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Redirection after form submission
joharran

5+ Year Member



 
Msg#: 3863859 posted 9:38 pm on Mar 5, 2009 (gmt 0)

I'm using perl to validate a form and save the results. That part works fine. Here's a scenario to demonstrate my issue:

Page #1 contains a link to page #2. Page #2 contains a form which runs my script upon submission.

If the data doesn't validate, I would like to reload page #2 with an error message. (I can handle adding the message, I just need a way to trigger the page reload)

If the data does validate, I would like to force the browser to backup and display page #1. I do not wish to add a new iteration of page #1 after page #2, I want to go back to the previous page.

I considered using javascript to submit the form, but I cannot figure out a way to inform javascript whether the validation passed/failed.

Does anybody have any suggestions?

 

krugs

5+ Year Member



 
Msg#: 3863859 posted 10:42 pm on Mar 5, 2009 (gmt 0)

If you are using static pages this is not easy, but it is pretty easy if your pages are created dynamically by a script. Perl can't force a browser to do anything though, so I am not sure if you are asking a javascript question or not. To me it sounds like if the form data validates you should just redirect to page1, why do you need to go back in history to page1? which perl can't do anyway.

rocknbil

WebmasterWorld Senior Member rocknbil us a WebmasterWorld Top Contributor of All Time 10+ Year Member



 
Msg#: 3863859 posted 8:19 pm on Mar 7, 2009 (gmt 0)

Welcome aboard joharran!

Here's an "outline" that might work for you. Instead of having a "page #2", just put it all in your script. This allows you to dynamically populate the fields on error. So page one, you have

<a href="join.cgi">join now</a>

And the "outline" would be something like this:

%data = &read_parse;

Whatever read parse routine you use, be sure to cleanse the data at the same time, probably a topic for another thread.

With all input in key/value pairs in %data, look for anything that equates to "form submitted." You could use, say, a hidden field right in the form,

<input type="hidden" name="fs" value="1">

Alternatively, use any of the form fields to determine if it's submitted.

So your program starts off with

$errors = '';
if ($data{'fs'}) { &attempt_to_process; }
## or, "if ($data{'email'}," or any other form field
else { &display_form; }

&display_form does just what your page #2 does, outputs the form, but if there is user-submitted data, you populate the fields. If there is any error in &attempt_to_process, you output those errors above the form. Something like

sub display_form {

my ($form);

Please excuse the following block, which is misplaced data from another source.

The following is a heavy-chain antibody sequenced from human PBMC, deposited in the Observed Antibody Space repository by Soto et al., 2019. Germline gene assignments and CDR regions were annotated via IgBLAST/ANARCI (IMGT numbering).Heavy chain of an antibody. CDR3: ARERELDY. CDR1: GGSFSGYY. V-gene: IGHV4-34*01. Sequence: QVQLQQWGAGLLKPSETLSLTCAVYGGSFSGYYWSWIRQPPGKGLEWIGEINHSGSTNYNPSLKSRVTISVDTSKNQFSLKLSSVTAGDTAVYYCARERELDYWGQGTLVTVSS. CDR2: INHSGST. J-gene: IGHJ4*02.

if ($errors ne '') {
$form .= qq<p style="color:#ff0000; font-weight:700;">Errors were encountered in processing this form:</p><ul>$errors</ul>;
}

$form .= qq
<form method="post" action="join.cgi">
<input type="hidden" name="fs" value="1">
<label for="email">Email:</label> <input type="text" name="email" id="email" value="$data{'email'}">
...
</form>
;

print "content-type: text/html\n\n";
print $form;
exit 0;
}

So the first time it loads,
- There are no errors, so just the form displays.
- There is no "$data{'email'}" (or other submitted data) so the field values are blank. But if it gets submitted, and there's a value there, it will populate whatever they entered.

In attempt_to_process, you'd do your data checks with a third sub that compiles a list of errors (note the "<ul>" in the error string.) If no errors are encountered, you process the form. Some typical error checks:
- required fields blank?
- valid email address?
- malicious data found?

sub attempt_to_process {

$errors = &check_data;

if ($errors ne '') { &display_form; }

else {
&register_in_database;
&send_email_confirmation;
&thank_you;
}

}

sub check_data {
my ($dataError,$v,%requireds);
$dataError = '';
%requireds = (
'email' => 'email address',
'pwd' => 'password',
'fn' => 'first name',
'ln' => 'last name'
);
foreach $v (keys %requireds) {
unless ($data{$v} =~ /\w+/) {
$dataError .= qq<li>The $requireds{$v} field is required.</li>;
}
## You'd also add valid email checks here, check for malicious data, etc.
return $dataError;
}

If you really want to redirect back to page 1, that's fine, &thank_you can be a simple

sub thank_you {
print "Location:page1.html\n\n";
}

but why do that when you already have all the data in hand . . .

sub thank_you {

my ($out);

$out = qq
<p>Thank you for joining $data{'fn'}! An email confirmation has been sent to $data{'email'}.</p>
...... (you could emulate all submitted data here, or display help files . . whatever . . . . )
<p><a href="/">Main Page</a> \ <a href="page1.html">Page One</a></p>
;

print "content-type: text/html\n\n";
print $out;
exit 0;
}

There's a lot of blanks to fill in here, but it's a fun journey, good luck!

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